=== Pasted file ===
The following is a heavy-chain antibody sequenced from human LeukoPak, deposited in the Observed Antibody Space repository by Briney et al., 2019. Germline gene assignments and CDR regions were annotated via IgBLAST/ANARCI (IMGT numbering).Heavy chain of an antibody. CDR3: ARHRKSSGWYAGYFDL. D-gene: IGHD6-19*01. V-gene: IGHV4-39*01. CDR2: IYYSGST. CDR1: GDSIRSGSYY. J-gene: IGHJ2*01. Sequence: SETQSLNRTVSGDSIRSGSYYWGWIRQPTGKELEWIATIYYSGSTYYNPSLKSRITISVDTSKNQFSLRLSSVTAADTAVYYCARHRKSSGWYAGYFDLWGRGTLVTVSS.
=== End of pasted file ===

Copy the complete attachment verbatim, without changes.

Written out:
The following is a heavy-chain antibody sequenced from human LeukoPak, deposited in the Observed Antibody Space repository by Briney et al., 2019. Germline gene assignments and CDR regions were annotated via IgBLAST/ANARCI (IMGT numbering).Heavy chain of an antibody. CDR3: ARHRKSSGWYAGYFDL. D-gene: IGHD6-19*01. V-gene: IGHV4-39*01. CDR2: IYYSGST. CDR1: GDSIRSGSYY. J-gene: IGHJ2*01. Sequence: SETQSLNRTVSGDSIRSGSYYWGWIRQPTGKELEWIATIYYSGSTYYNPSLKSRITISVDTSKNQFSLRLSSVTAADTAVYYCARHRKSSGWYAGYFDLWGRGTLVTVSS.